Holiday shoppers throughout the U.K. spent £4.67 billion ($6.5 billion) online, up from £4.07 billion ($5.69 billion) during Christmas 2007, says consultants IMRG Capgemini.
While their banking system is getting a second bailout, online shoppers in the United Kingdom set aside recession worries and spent freely over the holidays, says a new report from consultants IMRG Capgemini.
Over the holidays, shoppers throughout the U.K. spent £4.67 billion online, up from £4.07 billion during Christmas 2007, Capgemini says. In U.S. currency, that’s an increase year over year of about 14% to $6.50 billion from $5.69 billion.
“Our research provides further evidence that consumers are turning to the Internet as the most efficient way to save money in the downturn,” says Mike Petevinos, head of consulting for retail at Capgemini U.K. “It is also clear that retailers are seizing the potential of the Internet to reach shoppers with targeted discounts and promotions.”
Consumers in the United Kingdom spent 13% more buying alcohol online in December compared to November, the report says. Gifts and consumer electronics also saw a marked increase in sales for December with shoppers spending 7% and 5% more, respectively, in December over the previous month.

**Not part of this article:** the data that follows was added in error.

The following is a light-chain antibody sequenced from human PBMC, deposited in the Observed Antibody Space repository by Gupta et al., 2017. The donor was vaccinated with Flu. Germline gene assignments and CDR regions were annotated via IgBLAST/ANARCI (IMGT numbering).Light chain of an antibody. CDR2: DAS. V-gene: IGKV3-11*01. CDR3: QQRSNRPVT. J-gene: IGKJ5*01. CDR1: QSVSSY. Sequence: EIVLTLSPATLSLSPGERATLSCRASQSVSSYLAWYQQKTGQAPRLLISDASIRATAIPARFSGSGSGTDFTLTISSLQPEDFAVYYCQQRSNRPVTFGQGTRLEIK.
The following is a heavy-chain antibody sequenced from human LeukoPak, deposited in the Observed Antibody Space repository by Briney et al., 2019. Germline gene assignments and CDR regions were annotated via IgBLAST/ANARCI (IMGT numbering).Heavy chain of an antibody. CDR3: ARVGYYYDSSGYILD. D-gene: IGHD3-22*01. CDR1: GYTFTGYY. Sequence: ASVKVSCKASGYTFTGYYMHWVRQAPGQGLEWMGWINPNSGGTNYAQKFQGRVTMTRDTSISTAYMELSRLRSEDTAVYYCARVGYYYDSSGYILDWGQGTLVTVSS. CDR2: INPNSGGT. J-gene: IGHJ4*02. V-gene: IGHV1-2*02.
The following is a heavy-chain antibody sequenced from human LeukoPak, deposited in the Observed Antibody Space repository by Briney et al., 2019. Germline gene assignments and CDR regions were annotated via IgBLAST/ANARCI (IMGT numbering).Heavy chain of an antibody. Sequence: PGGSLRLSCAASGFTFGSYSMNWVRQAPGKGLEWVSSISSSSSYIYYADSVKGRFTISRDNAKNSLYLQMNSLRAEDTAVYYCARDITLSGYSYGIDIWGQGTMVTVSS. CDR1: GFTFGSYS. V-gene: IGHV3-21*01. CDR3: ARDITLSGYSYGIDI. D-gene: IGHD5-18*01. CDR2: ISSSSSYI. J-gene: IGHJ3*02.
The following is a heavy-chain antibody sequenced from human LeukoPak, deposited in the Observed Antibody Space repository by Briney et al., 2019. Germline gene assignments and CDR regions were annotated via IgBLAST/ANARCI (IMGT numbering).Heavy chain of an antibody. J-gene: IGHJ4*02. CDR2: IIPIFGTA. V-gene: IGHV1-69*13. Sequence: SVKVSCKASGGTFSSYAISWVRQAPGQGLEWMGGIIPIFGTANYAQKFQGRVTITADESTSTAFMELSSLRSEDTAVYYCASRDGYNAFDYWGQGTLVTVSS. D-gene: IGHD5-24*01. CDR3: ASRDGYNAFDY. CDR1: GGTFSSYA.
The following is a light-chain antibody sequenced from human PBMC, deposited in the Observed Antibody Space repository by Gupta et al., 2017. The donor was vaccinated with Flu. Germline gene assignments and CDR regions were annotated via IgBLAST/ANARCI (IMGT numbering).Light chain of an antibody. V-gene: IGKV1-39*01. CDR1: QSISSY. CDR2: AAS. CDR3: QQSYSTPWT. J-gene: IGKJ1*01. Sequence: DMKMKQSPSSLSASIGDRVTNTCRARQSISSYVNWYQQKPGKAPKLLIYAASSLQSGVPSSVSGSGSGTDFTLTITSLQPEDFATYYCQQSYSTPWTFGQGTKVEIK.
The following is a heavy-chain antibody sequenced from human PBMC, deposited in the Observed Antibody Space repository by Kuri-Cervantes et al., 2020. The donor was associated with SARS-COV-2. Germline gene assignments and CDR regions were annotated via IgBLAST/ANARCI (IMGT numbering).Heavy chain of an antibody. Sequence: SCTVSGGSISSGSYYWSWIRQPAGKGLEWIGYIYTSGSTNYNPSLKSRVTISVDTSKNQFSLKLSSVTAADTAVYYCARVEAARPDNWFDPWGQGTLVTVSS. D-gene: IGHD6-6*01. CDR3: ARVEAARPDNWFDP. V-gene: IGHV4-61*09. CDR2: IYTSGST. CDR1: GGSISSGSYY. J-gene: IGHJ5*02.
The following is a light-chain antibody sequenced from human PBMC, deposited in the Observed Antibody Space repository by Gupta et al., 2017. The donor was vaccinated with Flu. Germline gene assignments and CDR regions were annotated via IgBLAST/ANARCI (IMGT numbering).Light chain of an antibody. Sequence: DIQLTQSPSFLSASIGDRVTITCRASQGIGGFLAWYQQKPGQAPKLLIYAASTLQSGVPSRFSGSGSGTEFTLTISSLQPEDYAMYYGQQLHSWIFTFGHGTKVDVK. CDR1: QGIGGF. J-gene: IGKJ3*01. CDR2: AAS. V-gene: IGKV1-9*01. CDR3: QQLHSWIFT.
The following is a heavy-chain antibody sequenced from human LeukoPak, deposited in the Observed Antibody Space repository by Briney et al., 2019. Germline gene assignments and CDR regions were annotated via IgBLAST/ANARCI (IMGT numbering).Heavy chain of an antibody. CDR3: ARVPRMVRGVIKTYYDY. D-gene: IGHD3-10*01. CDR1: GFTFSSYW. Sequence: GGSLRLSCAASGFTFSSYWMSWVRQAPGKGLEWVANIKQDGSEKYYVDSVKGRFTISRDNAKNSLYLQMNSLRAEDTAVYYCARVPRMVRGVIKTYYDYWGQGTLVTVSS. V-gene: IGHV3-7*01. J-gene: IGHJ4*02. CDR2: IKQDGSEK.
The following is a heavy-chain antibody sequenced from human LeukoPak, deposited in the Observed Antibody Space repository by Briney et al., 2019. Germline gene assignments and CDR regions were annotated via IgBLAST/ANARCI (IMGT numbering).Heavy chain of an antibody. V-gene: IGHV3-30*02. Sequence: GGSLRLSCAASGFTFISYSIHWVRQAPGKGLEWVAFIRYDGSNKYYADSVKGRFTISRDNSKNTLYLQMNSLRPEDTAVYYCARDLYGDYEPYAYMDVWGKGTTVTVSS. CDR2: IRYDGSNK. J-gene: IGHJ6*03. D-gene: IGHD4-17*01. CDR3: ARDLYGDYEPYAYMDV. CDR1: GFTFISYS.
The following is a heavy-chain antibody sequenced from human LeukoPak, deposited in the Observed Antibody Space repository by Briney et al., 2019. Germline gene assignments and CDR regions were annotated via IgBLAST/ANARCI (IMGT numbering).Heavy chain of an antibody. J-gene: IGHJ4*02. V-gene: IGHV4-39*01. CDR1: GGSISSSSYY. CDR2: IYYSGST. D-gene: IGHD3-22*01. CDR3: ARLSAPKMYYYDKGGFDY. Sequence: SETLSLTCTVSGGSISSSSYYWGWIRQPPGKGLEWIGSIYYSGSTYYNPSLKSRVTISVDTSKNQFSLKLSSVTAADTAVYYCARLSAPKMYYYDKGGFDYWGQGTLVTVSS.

Although clothing, footwear and accessories sales were flat from November 2007 to November 2008, shoppers spent 32% more year over year in December, according to Capgemini. In contrast, the lingerie, health and beauty sectors saw a decline in sales both from month to month and year to year, the report says.
“The traditional retail model in which stock is held in an outlet for collection by the consumer is giving way to a hybrid model that emphasizes the store’s role as a display area and leisure destination, and the value of both these aspects diminish in a recession,” says IMRG Capgemini CEO James Roper. “Brands that are nimble in a cross-channel environment give their customers a more efficient, easy-to-use service and are rewarded with increased conversion rates and larger average shopping baskets.”